How to talk to a far-away spacecraft: Deep Space Network

70m Deep Space Network at Goldstone, CA

Image credit: NASA


But with the novel means, proposed by myself, I can readily demonstrate that, with an expenditure not exceeding two thousand horse-power, signals can be transmitted to a planet such as Mars with as much exactness and certitude as we now send messages by wire from New York to Philadelphia.

Nikola Tesla, 1901

When you send a robotic explorer on an interplanetary space mission, it is nice to keep in touch. Unfortunately, because of the Earth’s rotation and the fact that the signal gets weaker as it travels through space, it is difficult to keep a space dialogue going. If there is more than one spacecraft you shout instructions to and listen to the whispers of its science instruments, things get even more complicated. You need a loud voice and really big ears!

Deep Space Ears: NASA

The largest long-distance listening ear in the World is NASA Deep Space Network, or DSN. It is in fact not one, but a number of “ears”, i.e. radio dishes, concentrated in three different locations around the globe 120 degrees apart in longitude. This way the instruments in the next location can pick up a signal from a spacecraft before it disappears from view in the previous location. 

The twelve dishes that make up NASA DSN stations are located in Madrid (Spain), Goldstone (USA) and Canberra (Australia). Each station has a huge 70 m radio dish as well as several smaller radio telescopes that can work independently or as an array. A great website called  DSN NOW shows the activity of each antenna of the Deep Space Network, i.e. what spacecraft it is talking to, whether an antenna is transmitting or receiving and more.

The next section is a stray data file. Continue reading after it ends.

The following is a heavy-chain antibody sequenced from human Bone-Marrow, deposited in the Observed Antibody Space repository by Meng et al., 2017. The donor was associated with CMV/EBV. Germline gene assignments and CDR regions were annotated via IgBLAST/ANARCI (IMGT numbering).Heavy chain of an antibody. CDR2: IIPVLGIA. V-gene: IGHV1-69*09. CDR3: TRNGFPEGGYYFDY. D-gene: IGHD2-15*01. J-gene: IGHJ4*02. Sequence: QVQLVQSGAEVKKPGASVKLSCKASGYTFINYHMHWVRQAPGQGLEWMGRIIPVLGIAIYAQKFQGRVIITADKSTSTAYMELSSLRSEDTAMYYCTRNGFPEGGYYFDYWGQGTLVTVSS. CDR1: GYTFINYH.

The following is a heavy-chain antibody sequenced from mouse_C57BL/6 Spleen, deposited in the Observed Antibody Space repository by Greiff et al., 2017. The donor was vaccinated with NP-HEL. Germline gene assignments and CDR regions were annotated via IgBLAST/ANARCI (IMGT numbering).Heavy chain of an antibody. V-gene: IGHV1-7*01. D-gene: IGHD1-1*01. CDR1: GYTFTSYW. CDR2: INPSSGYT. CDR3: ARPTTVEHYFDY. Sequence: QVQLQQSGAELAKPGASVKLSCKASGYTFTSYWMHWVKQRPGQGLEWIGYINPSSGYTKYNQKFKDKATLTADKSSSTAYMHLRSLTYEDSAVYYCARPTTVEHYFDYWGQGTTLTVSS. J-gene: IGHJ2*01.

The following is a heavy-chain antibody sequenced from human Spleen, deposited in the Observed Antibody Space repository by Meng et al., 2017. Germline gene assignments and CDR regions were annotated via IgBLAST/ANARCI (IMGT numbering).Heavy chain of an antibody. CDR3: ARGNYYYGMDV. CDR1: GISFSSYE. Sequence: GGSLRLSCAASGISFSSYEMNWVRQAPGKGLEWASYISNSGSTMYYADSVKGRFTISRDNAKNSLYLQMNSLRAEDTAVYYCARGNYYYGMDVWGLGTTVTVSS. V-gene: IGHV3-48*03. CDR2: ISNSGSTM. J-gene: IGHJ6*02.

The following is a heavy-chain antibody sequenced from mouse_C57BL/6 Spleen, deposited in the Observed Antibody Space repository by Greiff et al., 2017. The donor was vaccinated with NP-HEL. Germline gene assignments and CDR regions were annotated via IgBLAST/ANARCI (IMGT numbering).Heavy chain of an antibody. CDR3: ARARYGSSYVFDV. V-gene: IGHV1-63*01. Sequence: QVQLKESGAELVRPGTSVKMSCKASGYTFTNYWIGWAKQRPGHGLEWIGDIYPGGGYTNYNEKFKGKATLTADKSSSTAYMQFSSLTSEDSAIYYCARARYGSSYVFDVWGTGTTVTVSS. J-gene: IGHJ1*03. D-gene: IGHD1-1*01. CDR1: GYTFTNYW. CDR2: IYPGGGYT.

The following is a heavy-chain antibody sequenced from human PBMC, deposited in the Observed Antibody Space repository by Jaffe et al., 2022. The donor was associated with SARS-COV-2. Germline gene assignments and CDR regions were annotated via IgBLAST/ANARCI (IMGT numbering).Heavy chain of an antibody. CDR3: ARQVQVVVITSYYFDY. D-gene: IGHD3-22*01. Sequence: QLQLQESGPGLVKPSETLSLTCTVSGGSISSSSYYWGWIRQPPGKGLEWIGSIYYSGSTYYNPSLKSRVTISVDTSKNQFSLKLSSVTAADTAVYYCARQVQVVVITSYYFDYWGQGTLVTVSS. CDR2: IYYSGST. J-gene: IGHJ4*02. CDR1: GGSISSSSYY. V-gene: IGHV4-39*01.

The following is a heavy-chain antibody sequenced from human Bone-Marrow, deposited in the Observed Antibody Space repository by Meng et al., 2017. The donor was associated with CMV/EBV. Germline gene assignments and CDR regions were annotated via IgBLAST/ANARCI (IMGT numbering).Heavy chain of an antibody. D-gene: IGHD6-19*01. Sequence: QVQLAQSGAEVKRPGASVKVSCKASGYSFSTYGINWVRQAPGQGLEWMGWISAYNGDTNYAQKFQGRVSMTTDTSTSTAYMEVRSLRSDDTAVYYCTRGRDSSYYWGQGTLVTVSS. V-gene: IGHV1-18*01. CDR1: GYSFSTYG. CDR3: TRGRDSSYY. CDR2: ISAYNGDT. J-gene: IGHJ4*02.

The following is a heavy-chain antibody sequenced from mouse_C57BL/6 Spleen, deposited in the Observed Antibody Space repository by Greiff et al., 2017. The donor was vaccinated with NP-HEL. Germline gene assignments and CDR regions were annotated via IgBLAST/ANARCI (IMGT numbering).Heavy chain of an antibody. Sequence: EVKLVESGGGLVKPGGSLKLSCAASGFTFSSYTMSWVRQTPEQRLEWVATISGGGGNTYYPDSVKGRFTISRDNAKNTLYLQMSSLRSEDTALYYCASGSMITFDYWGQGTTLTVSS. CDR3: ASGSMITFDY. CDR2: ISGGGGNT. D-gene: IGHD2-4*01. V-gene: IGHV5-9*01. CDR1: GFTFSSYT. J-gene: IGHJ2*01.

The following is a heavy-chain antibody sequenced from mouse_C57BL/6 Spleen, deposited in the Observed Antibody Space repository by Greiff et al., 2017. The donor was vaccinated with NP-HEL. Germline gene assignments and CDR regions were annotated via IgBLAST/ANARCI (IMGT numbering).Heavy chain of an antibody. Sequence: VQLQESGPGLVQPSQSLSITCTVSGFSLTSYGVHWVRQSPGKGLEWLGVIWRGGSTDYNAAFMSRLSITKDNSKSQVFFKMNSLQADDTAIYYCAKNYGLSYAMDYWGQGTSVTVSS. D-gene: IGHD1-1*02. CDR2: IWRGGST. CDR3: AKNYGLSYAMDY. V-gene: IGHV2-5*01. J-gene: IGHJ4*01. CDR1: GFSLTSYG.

Originally, each complex had its own team of  operators who worked in shifts 24 hours a day. But because of the budget cuts, NASA had to come up with an alternative plan called “Follow the Sun”. Since 2017 a single DSN complex tracks all spacecrafts in all three locations during the daytime hours in its part of the World.  

Deep Space Ears: ESA

The European Space Agency (ESA) uses NASA DSN to communicate with some of their spacecrafts. They also have their own Deep Network Stations, the three 35 meter radio telescopes located in New Norcia, Australia (in operation since 2002), Hebreos, Spain (in operation since 2005) and Malargue, Argentina (in operation since 2012). These stations are operated remotely from Network Operations Centre in Darmstadt, Germany.

Some other space agencies have their own deep space tracking systems too!

Problems with long-distance space communication

To communicate with the ground, all spacecrafts use frequency bands specially allocated for the “deep space” conversations. These bands are different from those used for radio astronomy and for talking to orbiting satellites. Given the high number of ongoing space missions, some of the frequency bands are already getting very congested. According to the International Telecommunication Union “the return of science data from deep-space missions is limited by the capacity of the space-to-Earth links. Often, the amount of science data returned to Earth from a mission during its lifetime is only a small fraction of what it is capable of producing”. Shocking!

In the nearest future new deep space missions will be launched. Moreover, multiple spacecrafts are expected to explore the same targets at the same time. This means a vast number of robotic explorers will be simultaneously sending and receiving a huge amount of data. 

The capability of our ground stations will have to grow so that we could keep up the interplanetary conversation! How will that be achieved? With a bigger network of smaller ground-based dishes? With some advances in signal processing? We’ll see!  

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